Showing posts with label Snakes. Show all posts
Showing posts with label Snakes. Show all posts

Tuesday, October 6, 2020

Captain Charles Wright Wills: November 29, 1864

Ten miles south of Sevastopol, 
November 29, 1864. 

All day in an awful pine forest, hardly broken by fence or clearing. I never saw such a lonesome place. Not a bird, not a sign of animal life, but the shrill notes of the tree frog. Not a twig of undergrowth, and no vegetable life but just grass and pitch pine. The country is very level and a sand bed. The pine trees are so thick on the ground that in some places we passed to-day the sight was walled in by pine trunks within 600 yards for nearly the whole circle. Just at dusk we passed a small farm, where I saw growing, for the first time, the West India sugar cane. One of the boys killed the prettiest snake I ever saw. It was red, yellow and black. Our hospital steward put it in liquor. We made about 11 miles to-day. 

SOURCE: Charles Wright Wills, Army Life of an Illinois Soldier, p. 328

Thursday, July 12, 2018

Captain Charles Wright Wills: May 7, 1864, 12 p.m.

Two miles south of the Gordon's Mills crossing of the Chickamauga,
May 7, 1864, 12 m.

We started at 8 this morning and made this by 11. We are now waiting for two or more divisions of the 16th Corps to file into the road ahead of us. I think they are coming from Ringold. A circular of McPherson's was read to us this morning before starting, telling us we were about to engage the enemy and giving us some advice about charging, meeting charges, shooting low, and telling us not to quit out lines to carry back wounded, etc., and intimating that he expected our corps to occupy a very warm place in the fight, and to sustain the fighting reputation of the troops of the department of the Tennessee.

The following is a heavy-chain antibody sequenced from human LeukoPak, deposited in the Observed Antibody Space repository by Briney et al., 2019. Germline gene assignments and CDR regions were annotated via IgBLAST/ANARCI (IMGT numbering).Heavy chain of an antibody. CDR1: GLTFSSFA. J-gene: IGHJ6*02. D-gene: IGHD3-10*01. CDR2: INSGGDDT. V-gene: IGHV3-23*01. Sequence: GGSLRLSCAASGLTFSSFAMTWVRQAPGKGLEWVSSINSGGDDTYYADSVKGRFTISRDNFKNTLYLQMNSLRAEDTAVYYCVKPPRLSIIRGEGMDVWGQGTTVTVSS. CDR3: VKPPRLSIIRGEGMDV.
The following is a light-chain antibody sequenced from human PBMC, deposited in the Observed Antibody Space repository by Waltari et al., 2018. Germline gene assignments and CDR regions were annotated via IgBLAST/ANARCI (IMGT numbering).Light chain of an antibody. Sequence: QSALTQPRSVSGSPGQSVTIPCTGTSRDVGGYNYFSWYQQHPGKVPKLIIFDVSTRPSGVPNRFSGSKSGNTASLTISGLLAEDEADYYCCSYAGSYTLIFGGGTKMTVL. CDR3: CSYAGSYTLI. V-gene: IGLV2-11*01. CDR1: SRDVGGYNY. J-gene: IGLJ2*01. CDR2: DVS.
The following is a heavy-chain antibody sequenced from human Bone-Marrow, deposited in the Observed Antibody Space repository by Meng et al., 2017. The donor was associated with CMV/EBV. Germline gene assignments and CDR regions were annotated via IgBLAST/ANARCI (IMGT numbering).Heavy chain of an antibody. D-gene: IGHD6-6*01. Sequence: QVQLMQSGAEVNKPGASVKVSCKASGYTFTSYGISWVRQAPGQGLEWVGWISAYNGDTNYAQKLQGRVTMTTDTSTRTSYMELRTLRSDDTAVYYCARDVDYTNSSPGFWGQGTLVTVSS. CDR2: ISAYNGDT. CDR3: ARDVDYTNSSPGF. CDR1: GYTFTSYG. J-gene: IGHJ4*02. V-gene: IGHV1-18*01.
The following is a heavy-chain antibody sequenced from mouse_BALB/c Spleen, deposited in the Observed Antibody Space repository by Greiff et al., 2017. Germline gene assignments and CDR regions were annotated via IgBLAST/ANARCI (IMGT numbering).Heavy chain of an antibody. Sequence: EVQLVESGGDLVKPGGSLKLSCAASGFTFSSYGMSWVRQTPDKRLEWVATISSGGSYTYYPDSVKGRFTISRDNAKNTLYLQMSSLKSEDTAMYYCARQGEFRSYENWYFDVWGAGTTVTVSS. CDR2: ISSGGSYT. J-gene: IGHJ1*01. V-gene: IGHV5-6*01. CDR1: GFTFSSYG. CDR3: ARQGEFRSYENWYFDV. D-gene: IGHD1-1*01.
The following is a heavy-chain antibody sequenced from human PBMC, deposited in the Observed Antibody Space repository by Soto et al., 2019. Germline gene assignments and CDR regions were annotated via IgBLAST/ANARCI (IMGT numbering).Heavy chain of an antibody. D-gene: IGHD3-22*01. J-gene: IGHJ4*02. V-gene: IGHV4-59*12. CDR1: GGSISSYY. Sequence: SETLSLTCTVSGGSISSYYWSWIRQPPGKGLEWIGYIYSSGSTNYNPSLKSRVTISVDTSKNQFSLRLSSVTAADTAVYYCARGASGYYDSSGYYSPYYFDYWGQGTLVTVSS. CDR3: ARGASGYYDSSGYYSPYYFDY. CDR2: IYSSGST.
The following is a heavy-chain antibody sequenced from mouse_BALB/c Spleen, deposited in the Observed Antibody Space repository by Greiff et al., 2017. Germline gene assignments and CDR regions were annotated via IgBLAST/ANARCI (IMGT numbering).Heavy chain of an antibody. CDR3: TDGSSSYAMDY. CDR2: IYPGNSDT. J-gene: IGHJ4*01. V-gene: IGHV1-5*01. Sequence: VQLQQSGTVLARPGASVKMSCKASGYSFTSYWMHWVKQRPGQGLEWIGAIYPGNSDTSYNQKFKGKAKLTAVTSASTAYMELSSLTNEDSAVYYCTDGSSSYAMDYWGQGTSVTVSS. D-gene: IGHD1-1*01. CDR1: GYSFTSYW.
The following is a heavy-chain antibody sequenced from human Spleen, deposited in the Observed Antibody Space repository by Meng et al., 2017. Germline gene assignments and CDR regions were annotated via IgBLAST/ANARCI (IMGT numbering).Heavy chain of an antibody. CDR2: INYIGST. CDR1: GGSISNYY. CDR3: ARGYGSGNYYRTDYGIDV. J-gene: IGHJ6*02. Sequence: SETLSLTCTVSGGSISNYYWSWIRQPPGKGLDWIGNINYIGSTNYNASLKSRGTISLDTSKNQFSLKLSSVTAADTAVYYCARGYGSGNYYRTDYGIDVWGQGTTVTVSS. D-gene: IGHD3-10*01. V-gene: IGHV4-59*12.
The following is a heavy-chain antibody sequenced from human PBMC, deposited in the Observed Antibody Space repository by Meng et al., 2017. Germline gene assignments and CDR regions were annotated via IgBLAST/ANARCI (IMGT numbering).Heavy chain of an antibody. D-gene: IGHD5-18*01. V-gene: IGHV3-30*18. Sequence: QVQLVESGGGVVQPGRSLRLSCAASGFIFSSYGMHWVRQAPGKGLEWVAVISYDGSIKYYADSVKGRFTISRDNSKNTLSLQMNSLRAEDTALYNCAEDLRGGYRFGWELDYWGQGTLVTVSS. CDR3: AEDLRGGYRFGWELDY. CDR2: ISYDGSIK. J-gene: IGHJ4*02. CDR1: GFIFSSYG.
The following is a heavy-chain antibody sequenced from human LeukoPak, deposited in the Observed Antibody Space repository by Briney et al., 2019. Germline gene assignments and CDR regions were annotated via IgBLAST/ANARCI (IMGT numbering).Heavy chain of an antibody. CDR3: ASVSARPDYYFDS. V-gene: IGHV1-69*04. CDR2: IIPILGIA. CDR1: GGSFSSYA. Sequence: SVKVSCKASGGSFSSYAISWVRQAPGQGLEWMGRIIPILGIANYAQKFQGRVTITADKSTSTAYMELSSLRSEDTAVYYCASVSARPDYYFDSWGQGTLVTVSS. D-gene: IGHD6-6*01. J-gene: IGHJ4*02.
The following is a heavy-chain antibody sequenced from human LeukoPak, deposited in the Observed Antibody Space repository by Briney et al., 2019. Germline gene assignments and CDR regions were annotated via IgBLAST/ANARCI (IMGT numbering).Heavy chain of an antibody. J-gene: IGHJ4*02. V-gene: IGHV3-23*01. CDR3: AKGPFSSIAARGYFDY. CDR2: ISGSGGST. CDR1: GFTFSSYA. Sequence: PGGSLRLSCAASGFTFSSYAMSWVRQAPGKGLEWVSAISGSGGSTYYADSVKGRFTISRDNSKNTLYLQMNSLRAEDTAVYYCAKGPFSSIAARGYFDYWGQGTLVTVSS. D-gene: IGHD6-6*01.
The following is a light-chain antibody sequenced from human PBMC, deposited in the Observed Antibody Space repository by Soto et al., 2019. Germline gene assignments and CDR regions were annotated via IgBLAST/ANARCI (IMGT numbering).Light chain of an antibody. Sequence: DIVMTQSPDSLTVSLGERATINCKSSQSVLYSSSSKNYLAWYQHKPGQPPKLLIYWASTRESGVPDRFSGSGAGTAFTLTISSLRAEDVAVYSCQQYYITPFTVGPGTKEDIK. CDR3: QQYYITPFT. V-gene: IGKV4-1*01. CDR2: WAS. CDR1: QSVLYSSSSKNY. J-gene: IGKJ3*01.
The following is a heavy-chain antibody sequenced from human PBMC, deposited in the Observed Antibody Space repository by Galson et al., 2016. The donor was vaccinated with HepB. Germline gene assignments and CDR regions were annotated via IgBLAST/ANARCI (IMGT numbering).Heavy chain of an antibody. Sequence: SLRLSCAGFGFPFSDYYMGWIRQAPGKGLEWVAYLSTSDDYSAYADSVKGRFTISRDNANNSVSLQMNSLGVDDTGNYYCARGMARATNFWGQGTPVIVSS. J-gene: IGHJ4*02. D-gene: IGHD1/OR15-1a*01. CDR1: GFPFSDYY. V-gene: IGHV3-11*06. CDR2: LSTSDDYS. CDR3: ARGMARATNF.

The men talk about hoping that the divisions now going ahead will finish the fighting before we get up, but I honestly believe they'd all rather get into a battle than not. It is fun to hear these veterans talk. I guess that about two-thirds of them got married when they were home. Believe it will do much toward steadying them down when they return to their homes. They almost all say that they had furlough enough and were ready to start back when their 30 days were up.

It is hot as the deuce; two of our men were sun struck at Lookout Mountain on the 3rd.

Dust is becoming very troublesome. I am marching in a badly-fitting pair of boots, and one of my feet is badly strained across the instep, pains me a good deal when resting. That and my sprained wrist make me almost a subject for the Invalid Corps, but I intend to carry them both as far as Atlanta, after our “Erring Brethren,” if I have no further bad luck. One of my men, when he rolled up his blanket this morning, found he had laid on a snake, and killed him—poor snake!

SOURCE: Charles Wright Wills, Army Life of an Illinois Soldier, p. 235-6

Saturday, March 17, 2018

Captain Charles Wright Wills: October 4, 1863

October 4, 1863.

Have been over to Worthington's again to-day. Sam got out his hounds and started a deer for us. We stationed ourselves in the runway, but although the deer came near us two or three times in his circling, the dogs didn't push him hard enough to make him break for distant cover. The major killed a very large snake and some of the boys got a shot at an alligator. We then left the bayou and went out to old River Lake, where we got some splendid shooting. I killed a water turkey at 500 yards, shooting into a flock. Our guns, the Henry rifle, threw bullets full a mile and one-half. I found that I could do tolerably close shooting, something I never suspicioned before. A neighbor told me that old Worthington sold the mother of his children, and with her five other picaninnies.

SOURCE: Charles Wright Wills, Army Life of an Illinois Soldier, p. 196